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The talking heads and the printed news media are taking every vote that Congress makes in this lame duck session and applying their spin on the final outcome. It's as if I'm reading the sports section to hear sports analysis Of New York Giant’s punter, Matt Dodge’s line drive punt to Philadelphia Eagles, Desean Jackson, which led to yesterday's winning touchdown. In the sports analogy, it might have been a good punt because Jackson initially dropped the punt but he scored the winning touchdown, so all the Monday morning quarterbacks will have the final results supporting their reasoning. The passage of the recent tax cut package had its share of Monday morning quarterbacks. The media, including our local editorial board, picked the sanctimonious liberals as the losers because they had the audacity to stand up for their principles instead of compromising for what most think is the common good. To the media's credit, a majority of the American people agreed with the compromise. Then again, if I took up a clipboard and pencil and asked people if they wanted a tax cut; I wouldn't be surprised that 99.9% would say” YES.” As a pundit said this morning, everyone agrees we need to cut spending but not on Social Security, Medicare, and defense spending. They usually will cite what they've heard from Washington politicians; go back to 2008 spending, freeze government hiring, cut waste fraud, abuse and earmarks. When you tell them it that's just a very small percentage of the budget; they say well" that's a start."

I won't pretend to speak for all liberals but I've heard some good arguments as to why they were angry about this compromise. The liberal democrats in the house felt they were left out of the negotiations between the White House and the republican leaders. The president and his followers ran against the Bush tax cuts. The president claims that he will run against the tax cut for the top 2% and the estate tax cut but the liberals think he has weakened his argument with this compromise. The White House thinks they will have a better argument when the economy comes around but everyone knows what the GOP talking points will be. If the economy recovers; they will say it was because of the passing of the Bush tax cuts in its entirety; if it fails; they will then say that you cannot raise taxes on any one when the economy is weak. Most liberal democrats admit they made a mistake by not voting on a middle class tax cut only, prior to the previous election. I've heard the liberals acknowledge that they got some goodies in the package and their chances would have been dimmer in the next Congress. I was against the tax cut package, even though a lot of economists say it will add a couple points to the GDP by reducing unemployment. I still say it will add $858 billion to the debt. Next year will begin the battle of budget cuts. In order to afford the tax cuts, the GOP house majority will vigorously go after the safety net programs. The democrats still have a majority in the senate and the president's veto pen; will it be enough? That's why the house democrats think the president should have fought harder using the bully pulpit or at least waived the threat of the veto pen. It's all water under the bridge now, and I don't think liberals will hold a grudge because where else would they turn to; certainly not the GOP. Life is full of ups and downs and there will always be a tomorrow.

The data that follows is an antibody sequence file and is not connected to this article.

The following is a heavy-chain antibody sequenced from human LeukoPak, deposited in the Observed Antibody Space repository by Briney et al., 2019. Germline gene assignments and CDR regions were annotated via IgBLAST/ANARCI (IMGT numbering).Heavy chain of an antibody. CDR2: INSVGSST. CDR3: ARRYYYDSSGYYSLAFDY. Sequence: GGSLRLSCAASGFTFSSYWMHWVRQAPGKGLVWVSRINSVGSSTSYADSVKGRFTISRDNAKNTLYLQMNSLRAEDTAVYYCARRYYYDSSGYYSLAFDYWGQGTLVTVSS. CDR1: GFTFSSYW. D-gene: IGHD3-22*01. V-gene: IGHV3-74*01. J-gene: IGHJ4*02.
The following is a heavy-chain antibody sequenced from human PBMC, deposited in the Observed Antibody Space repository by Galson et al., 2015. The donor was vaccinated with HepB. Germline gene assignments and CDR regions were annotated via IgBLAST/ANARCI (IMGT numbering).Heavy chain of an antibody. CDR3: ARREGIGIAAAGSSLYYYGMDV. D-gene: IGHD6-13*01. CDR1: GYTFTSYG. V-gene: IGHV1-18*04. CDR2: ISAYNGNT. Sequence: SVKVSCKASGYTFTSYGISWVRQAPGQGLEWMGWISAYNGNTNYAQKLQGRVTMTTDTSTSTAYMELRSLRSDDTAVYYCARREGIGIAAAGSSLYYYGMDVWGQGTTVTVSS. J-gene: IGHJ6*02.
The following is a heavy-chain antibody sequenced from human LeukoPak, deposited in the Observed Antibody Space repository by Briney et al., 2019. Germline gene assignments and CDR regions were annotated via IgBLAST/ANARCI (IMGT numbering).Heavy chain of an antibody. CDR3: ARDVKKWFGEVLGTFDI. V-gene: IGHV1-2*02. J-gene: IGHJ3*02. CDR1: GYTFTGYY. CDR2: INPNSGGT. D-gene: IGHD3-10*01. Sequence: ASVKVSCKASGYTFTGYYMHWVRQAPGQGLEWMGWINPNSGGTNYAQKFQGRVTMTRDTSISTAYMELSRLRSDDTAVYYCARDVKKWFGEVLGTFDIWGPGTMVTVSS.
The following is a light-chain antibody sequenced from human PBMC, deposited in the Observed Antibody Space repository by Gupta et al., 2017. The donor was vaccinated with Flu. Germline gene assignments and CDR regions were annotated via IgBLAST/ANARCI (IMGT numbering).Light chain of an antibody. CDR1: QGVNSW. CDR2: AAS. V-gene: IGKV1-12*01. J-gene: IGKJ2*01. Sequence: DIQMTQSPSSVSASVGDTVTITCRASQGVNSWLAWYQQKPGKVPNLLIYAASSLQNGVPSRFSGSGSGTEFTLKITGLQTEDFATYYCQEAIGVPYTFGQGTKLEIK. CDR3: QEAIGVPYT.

This morning on MSNBC's "Morning Joe" the panel of Harold Ford,Jr., Peggy Noonan, Andrew Ross Sorkin, Micah Brzezinski and Joe Scarborough we're discussing whether president Obama should hold a press conference this week to tout his accomplishments, like the passage of the tax cut package and " don't ask don't tell" and possibly the passage of the START arms treaty and aid for the 9/11 first responders. That's a tough one because what you say in December might come back to haunt you in the coming months.

It's relatively easy lecturing liberals in a libertarian/ conservative county, so I will not be surprised when nothing is made of the republicans who voted against DADT, and are now stalling the START treaty, and $7 billion relief for the 9/11 first responders, who have either run out of medical benefits or were put on Workmen's Compensation . Senator John Kye said “we cannot afford the $7 billion."... The house bill paid for the 9/11 relief package by eliminating some corporate loopholes. Priorities; $60 billion tax cut to the top 2% or $7 billion for the first responders? Our hometown newspaper's editorial board has been fair with their assessments, it is their viewpoint and I respect that